"At first the cost may be found too high, but this obstacle eventually will be overcome. Moreover, the installment will be, so to speak, indestructible, and will continue to function for any length of time without additional expenditures. 

"Let me say that has nothing to do with releasing so-called atomic energy. There is no such energy in the sense usually meant. With my currents, using pressures as high as 15,000,000 volts, the highest ever used, I have split atoms—but no energy was released. I confess that before I made this experiment I was in some fear. I said to my assistants. I do not know what will happen. If the conclusions of certain scientists are right, the release of energy from the splitting of an atom may mean an explosion which would wreck our apparatus and perhaps kill someone. Is that understood?'

"My assistants urged me to perform the experiment and I did so. I shattered atoms again and again. But no appreciable energy was released."

Badgered to reveal his own secret "source of energy," Genius Tesla politely evaded all questions, promised a definitive statement "in a few months, or a few years."

Yet he already has conceived "a means that will make it possible for man to transmit energy in large amounts, thousands of horsepower, from one planet to another, absolutely regardless of distance.

"I think that nothing can be more important than interplanetary communication. It will certainly come some day. and the certitude that there are other human beings in the universe, working, suffering, struggling, like ourselves, will produce a magic effect on mankind and will form the foundation of a universal brotherhood that will last as long as humanity itself."

When?

"I have been leading a secluded life, I one of continuous, concentrated thought I and deep meditation. Naturally enough I have accumulated a great number of ideas. The question is whether my physical I powers will be adequate to working them out and giving them to the world. . . ."

He received birthday greetings from Sir Oliver Lodge, Ernst Frederik Werner Alexanderson, Lee De Forest, John Hays Hammond Jr., Robert Andrews Millikan, Secretary of Commerce Robert Patterson Lament, Henry Herman Westinghouse, and many another. Their greetings indicate the hope if not the confidence that "in a few months" or "a few years" the flame of Nikola Tesla's genius will weld one more astounding new device for mankind.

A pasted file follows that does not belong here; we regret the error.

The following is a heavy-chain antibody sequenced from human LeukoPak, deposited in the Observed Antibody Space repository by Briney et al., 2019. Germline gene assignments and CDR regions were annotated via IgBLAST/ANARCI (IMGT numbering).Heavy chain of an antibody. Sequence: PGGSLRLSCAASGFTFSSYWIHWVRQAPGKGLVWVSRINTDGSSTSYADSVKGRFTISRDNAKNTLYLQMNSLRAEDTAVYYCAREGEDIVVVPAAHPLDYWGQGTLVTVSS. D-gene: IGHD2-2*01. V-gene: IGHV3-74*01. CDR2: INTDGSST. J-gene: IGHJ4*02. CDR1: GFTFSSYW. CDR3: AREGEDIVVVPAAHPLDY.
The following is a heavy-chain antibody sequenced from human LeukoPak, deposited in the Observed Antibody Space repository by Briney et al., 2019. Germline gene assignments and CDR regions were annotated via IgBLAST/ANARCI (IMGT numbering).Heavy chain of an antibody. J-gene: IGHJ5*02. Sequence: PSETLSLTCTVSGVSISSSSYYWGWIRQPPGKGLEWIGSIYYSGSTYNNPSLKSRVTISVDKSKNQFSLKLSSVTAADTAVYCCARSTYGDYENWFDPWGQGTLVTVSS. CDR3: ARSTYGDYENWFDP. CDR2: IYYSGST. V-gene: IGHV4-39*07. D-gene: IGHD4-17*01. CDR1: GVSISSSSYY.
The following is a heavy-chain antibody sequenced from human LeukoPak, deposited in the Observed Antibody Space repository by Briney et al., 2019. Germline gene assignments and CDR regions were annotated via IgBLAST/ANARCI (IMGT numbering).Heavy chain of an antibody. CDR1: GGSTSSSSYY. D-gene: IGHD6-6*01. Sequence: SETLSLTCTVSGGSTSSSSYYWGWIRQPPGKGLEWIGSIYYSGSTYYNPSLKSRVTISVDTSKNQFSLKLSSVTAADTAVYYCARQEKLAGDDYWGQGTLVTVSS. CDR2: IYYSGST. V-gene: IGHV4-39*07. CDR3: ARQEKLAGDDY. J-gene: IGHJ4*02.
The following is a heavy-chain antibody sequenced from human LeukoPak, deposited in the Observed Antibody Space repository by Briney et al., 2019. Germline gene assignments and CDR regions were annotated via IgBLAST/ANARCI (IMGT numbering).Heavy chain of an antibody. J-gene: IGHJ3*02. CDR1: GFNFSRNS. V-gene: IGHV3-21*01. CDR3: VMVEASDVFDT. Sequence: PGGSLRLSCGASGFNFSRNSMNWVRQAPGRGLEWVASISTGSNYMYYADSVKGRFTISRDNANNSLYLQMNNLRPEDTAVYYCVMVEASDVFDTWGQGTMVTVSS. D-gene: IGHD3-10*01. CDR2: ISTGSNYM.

It is improbable that he will ever design such a device on paper, let alone in a machine shop, although before his mind's eye he may see it in every detail, motion, and defect. He is a great visualizer.

His first invention—before he was six and living at his native Smiljan. a Croatian village, in what is now Jugoslavia— was something the like of which he had never actually seen. He pictured it curved, pointed at one end, fastened to a string at the other. The child modeled a piece of iron according to his vision and thus had the hook which he needed to catch frogs. Similarly he completely visualized his induction motor, his coils and transformers, all his inventions, before he sketched and constructed them. He has unlimited confidence in his visual inventiveness. He no longer bothers to build, seldom bothers to make notes. He simply reclines and cerebrates.

Years ago he had a laboratory in Houston Street, Manhattan. It burned down. He lacked money and desire to rebuild. He had an apartment in midtown Manhattan, in West 40th Street opposite the Public Library whose engineering room he still occasionally haunts, and near the Engineers Club which he no longer will visit. In that apartment he kept a few terrifying but harmless lightning machines. The swank St. Regis Hotel whither he moved two years ago was no place for such devices. Dr. Tesla contented himself with studying four pet pigeons which nested in his roll-top desk. Maids complained. He moved.

Many such stories about him exist. Once, while walking along icy Fifth Avenue he slipped, threw himself through a flying somersault, landed on his feet, unperturbed kept on walking.

At the Hotel Governor Clinton where he now lives, if someone rings him up on the telephone or knocks at his door and j he does not want to answer, he locks himself in the bathroom, turns the water loudly on. He is very sensitive to sensory stimuli. When he gets excited, blinding lights flash through his mind. He retreats to bed. A lifelong bachelor, habitually he goes to bed at 5:30 a. m., rises at 10:30 a. m. But he does not sleep the whole period. Proudly, yet almost plaintively, he explains: "I roll around and work on my problems."

*His father, a Greek clergyman-orator; his mother, Georgina Mandic, a Serbian inventress of household thingamajigs. "Her fingers were still nimble enough to tie three knots in an eyelash" when she was past 60. Dr. Tesla migrated to the U. S. in 1884 to work for Thomas Alva Edison, whom he soon quit. His naturalization papers he keeps in a safety box, his scientific medals and degrees in old trunks and cupboards.